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Nora Sands shot to fame in 2005 when she appeared on the TV series Jamie's School Dinners. She was working as a dinner lady at Kiddbrooke primary school reheating turkey twizlers to serve to the kids when Jamie Oliver came along with his crusade to revolutionise British school meals and Nora was thrown in at the deep end, not only did she have to deal with Jamie and a camera crew following her around but she had to train the other dinner ladies and then try and convince the kids to eat some proper food. Nora soon became the star of the show, she bossed Jamie Oliver around telling him what would and would not work in the school kitchens and people around the country fell in love with her no nonsense personality and enthusiasm.
Nora's Dinners is a cookbook for kids and obviously a spin off from the TV series. In the book she says that her aim is to get kids enthusiastic about food and get them into the kitchen to learn basic cooking skills. By her own admission Nora does not know much about posh food like ciabatta or celeriac which will come as a relief to both parents and kids who just want to eat good simple food, what she does know about is good old fashioned home cooking and that is what she writes about in her book.
The first section of the book introduces the reader to kitchen safety and basic kitchen tools and techniques. A few pages about vegetables and herbs is illustrated with the names of all the veg under the pictures, very handy for the kids who do not to a potato from a carrot but also good for those of us who need help with the more exotic veg. A short section on nutrition gives some common sense advice about healthy eating and ensuring you get a good balance of different types of food in your diet.
The next section gives breakfast recipes , the simplest recipe is for banana toast which even a very young child could manage since it is basically mashed up banana on wholemeal toast. More complicated recipes include boiled or scrambled eggs, French toast, muesli and porridge.
Moving on to snacks and salads and there is a couple of salad recipes and also advice about pick and mix salads, i.e. making up your own salad. The lunch recipes include home made burgers, pasta and sauces, macaroni cheese and sticky ribs, personally I think some sandwich fillings would have been nice in there as so few of us eat a cooked lunch these days and there are endless variations on the humble sandwich by varying the type of bread and filling which are healthy as well as tasty.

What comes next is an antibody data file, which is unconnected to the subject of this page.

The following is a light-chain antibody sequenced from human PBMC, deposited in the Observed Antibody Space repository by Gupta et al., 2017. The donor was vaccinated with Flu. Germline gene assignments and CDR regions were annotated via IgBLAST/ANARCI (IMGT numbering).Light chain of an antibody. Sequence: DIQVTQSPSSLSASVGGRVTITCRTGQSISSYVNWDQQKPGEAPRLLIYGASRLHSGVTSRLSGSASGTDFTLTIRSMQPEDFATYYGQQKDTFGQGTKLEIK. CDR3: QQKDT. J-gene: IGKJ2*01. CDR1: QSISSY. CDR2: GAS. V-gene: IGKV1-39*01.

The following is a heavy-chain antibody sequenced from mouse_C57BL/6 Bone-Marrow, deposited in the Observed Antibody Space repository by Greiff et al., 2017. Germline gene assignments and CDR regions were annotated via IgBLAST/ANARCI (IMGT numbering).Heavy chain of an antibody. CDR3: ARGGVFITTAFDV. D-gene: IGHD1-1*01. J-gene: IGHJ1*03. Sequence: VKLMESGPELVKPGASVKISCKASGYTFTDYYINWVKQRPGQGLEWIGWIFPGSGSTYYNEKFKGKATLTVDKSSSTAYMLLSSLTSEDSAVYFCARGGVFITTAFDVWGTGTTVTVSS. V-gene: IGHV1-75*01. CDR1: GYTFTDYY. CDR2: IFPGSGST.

The next section is dinners and we have old favourites in here like bangers and mash as well as a risotto, chicken curry and even a roast chicken. The last section is snacks which kids will love as it has things like healthy ice lollies, flapjacks, cookies and cakes.
Each of the recipes is fully illustrated with colour photos of smiling kids doing every part of the preparation as well as having preparation and cooking times listed, the written instructions are very clear too. The recipes are all fairly simple but I don't know how suitable I think all of them are for kids, I would feel very uneasy letting a child loose near boiling water to cook pasta for instance because of the risk of spills. Many of the recipes would need a significant amount of adult supervision and help, for example the roast dinner involves roasting the chicken, making roast potatoes and veg for a whole family and there's no way that even an older child could do this on their own.
I would say this is a book for the older (i.e. 9+) child rather than the younger. I like the emphasis on healthy eating without getting preachy and the fact the book is totally unpretentious and all of the dishes and most of the ingredients will be familiar. As far as the recipes go there is a good range and I'm sure that even adults will pick up some tips for handy meals, as always there are some recipes that sound horrible like fish pie but that happens in every recipe book and On the whole the dishes look really appetising.
Nora's dinners is a good cook book for the older child to learn to make a range of basic dishes, learning to cook is something so many people don't know how to do and teaching your kids basic cooking skills is a good way to get them to be a bit independent. There's no reason why a kid can't start making family meals under supervision from a fairly young age, I know I was cooking dinner from the age of 12 when my mum worked but so many kids these days do no household chores which is not good for them in the long run. A good book to buy for the kids but be prepared to help them with some of the trickier recipes and be prepared for the mess they will make too!